– Somalia: Arguably, forming the government is to expected to be delayed, especially when the time taken for the electoral process and the selection of the president are taken into consideration, the government may be formed during August. On the other hand, the movements of the president and the prime minister continue to be significant, focusing on the neighboring African countries and their African extension, and they are trying to be more involved in African groups, and this in itself is a positive sign. As for the deterioration of the humanitarian situation, and the declaration of famine in the country, it is the worst thing ever, and the challenge that compels decision makers. Somali to direct his efforts to get out of this humanitarian predicament.
– Iraq: Despite the resignation of the “Sadr Movement” which was expected to be a solution to the state of political stumbling, what is currently taking place is a broader conflict between the different political actors over the formation of the government. In addition to, broader difference between the “Sadr movement” and the “coordination framework”. the Sadrist movement continued to escalate by calling for demonstrations and gatherings of a religious nature, and supporting the sit-in in Parliament in a way that exacerbating the situation. Despite this, it is expected that the coordination framework will present another candidate to head the government to contain the Sadrist movement, with Muqtada al-Sadr continuing to follow the opposition side.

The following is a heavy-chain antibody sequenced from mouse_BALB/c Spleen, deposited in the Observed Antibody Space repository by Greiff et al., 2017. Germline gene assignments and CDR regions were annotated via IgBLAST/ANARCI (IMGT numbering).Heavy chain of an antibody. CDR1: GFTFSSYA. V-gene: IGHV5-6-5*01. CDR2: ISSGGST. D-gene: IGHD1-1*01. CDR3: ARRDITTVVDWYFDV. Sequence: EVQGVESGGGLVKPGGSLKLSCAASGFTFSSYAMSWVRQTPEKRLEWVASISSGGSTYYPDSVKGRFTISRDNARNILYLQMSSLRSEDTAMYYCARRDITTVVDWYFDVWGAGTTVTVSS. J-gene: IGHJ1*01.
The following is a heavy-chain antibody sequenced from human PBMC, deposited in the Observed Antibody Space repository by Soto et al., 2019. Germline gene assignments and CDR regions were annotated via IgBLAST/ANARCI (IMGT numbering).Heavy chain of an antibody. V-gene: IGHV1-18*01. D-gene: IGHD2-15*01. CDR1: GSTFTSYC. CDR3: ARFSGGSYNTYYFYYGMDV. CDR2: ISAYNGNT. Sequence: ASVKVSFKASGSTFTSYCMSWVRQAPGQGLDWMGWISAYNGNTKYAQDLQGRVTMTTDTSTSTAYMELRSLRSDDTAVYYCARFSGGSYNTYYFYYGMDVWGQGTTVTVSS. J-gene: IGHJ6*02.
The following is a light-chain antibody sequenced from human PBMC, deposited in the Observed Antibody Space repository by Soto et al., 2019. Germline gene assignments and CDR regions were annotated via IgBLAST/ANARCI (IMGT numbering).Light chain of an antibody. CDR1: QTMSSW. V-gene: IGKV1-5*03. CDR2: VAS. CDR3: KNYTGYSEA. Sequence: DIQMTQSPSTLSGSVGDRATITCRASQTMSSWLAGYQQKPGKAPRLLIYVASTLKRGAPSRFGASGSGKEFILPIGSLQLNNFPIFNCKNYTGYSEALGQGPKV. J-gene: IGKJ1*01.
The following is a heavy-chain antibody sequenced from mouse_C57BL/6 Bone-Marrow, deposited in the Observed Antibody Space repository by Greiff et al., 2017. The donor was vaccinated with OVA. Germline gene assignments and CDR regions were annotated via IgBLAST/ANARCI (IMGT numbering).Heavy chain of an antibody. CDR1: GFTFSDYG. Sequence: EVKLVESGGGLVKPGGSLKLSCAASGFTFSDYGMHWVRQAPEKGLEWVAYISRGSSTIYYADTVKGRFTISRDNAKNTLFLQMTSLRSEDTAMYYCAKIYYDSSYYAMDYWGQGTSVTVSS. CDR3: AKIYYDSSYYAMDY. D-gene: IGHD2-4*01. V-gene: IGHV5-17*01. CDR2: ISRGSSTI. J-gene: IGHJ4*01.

– Yemen: The Yemeni arena continues to witness a state of relative stability, with the truce holding ground. It is also expected to continue positively for a longer period, with the discussions nurtured by the United Nations between parties of the conflict attempting to resolve all points of contention. This is regarded by many as a major shift in the course of the ongoing 8 years long war.
– South Sudan: Despite the recent move to finalize the cessation of hostilities agreement between the government and the armed opposition, most indicators point to a continuation of the political tension between the two sides of the crisis, with a possibility not reaching a serious consensual between the two parties. Thus, contributing to a state of political instability. Additionally, the transitional unity government continues to be a subject of criticism, where some believe that the government’s participation with uncooperative peace partners, in addition to the citizens’ anger over the deteriorating living conditions (with parts of the country standing of the cusp of famine) are all indications of instability in the country, and the absence of signs of an effective breakthrough in the near future. The survival of the transitional unity government is also in limbo, especially with implementation of the peace agreement remains incomplete in several facets. This casts a doubt on the plans to hold elections in 2023, as scheduled, which if not held on time, questions concerning the legitimacy of the current government will arise.